• Late assignments: The highest grade any late assignment will receive is a C/check minus, even if you’ve just forgotten to print it out for class. Assignments cannot be emailed to me; they must be turned in on paper. Late assignments will not receive my feedback.

  • Office hours and conferences: Please feel free to make an appointment with me during my office hours to discuss any questions you have about the class, your work, or just to talk about writing and books. If my office hours do not fit with your schedule, we can set up another time; I want to meet with you! I also highly recommend setting up an appointment to conference with me sometime in the week following the workshop of your story.  This is not required, but I’ve found that students who come in to talk about their revision strategies consistently produce better revisions. 

  • Formatting: All exercises and stories should be double-spaced in 12-point easily-readable black font.  Include your name and the page number on every page of an assignment, and include the course title and my name on the first page.  Make sure you staple anything more than one page.  Please spell-check and proofread. Failure to follow these guidelines will impact your grade.

  • Academic Honesty: All work submitted for this class must be your own and written for this class. Please familiarize yourself with Stanford’s Honor Code: http://studentaffairs.stanford.edu/judicialaffairs/policy/honor-code.

  • Meeting your needs: Students who may need an academic accommodation based on the impact of a disability must immediately initiate the request with the Student Disability Resource Center (SDRC) located within the Office of Accessible Education (located at 563 Salvatierra Walk; phone: 650-723-1066).

  • Goodbye laptop, hello notebook: No open laptops in class. No phones either. We’re going old-school here, notebooks only. This is to minimize distractions for you and those around you. Learning how to concentrate only on the task at hand is a key skill for any writer. Ideally, you will have one notebook for class and a separate notebook that will be your writing notebook. Your writing notebook is where you jot down ideas, overheard conversation, observations, insights, excerpts from books you’re reading, anything and everything. It is also okay if you have one notebook split in half for these two purposes.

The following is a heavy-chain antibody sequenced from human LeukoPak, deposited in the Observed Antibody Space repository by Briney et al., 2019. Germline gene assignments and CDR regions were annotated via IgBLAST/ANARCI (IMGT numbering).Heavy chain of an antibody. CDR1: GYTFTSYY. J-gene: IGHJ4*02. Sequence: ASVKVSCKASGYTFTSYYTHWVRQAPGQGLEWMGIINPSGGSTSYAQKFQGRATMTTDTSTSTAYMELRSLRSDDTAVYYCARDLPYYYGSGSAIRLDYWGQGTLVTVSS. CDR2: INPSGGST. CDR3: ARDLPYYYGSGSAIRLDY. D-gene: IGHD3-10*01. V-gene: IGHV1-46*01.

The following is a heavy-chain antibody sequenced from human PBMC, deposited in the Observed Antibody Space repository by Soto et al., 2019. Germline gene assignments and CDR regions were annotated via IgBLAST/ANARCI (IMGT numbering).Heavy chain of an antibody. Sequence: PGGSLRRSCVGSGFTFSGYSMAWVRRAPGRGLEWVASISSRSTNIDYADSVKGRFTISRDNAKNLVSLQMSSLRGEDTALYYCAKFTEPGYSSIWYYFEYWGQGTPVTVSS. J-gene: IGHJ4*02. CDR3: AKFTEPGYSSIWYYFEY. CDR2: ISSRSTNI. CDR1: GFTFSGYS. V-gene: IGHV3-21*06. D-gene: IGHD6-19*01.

• Make-up assignments: If you are more than ten minutes late for class or cannot attend three readings, you will read an author interview in either The Paris Review or The Believer and bring a short written response to me the following class. These journals can be found in the library or online: www.parisreview.com/literature.php and www.believermag.com.

  • The bottom line: Your grade in this class will be determined by the effort and engagement you bring to your work, your development over the quarter, and the contributions you make to our workshop community. I will do all I can to make this a creative supportive community for you and to help you feel truly excited about your work and development in this class. To that end, this is a working syllabus; it will likely be revised as we go along and I get a better sense of your needs.

Becoming a writer is about becoming conscious . . .

To participate requires self-discipline and trust and courage, because this business of becoming conscious, of being a writer,

is ultimately about asking yourself,

How alive am I willing to be?”

(Anne Lamott)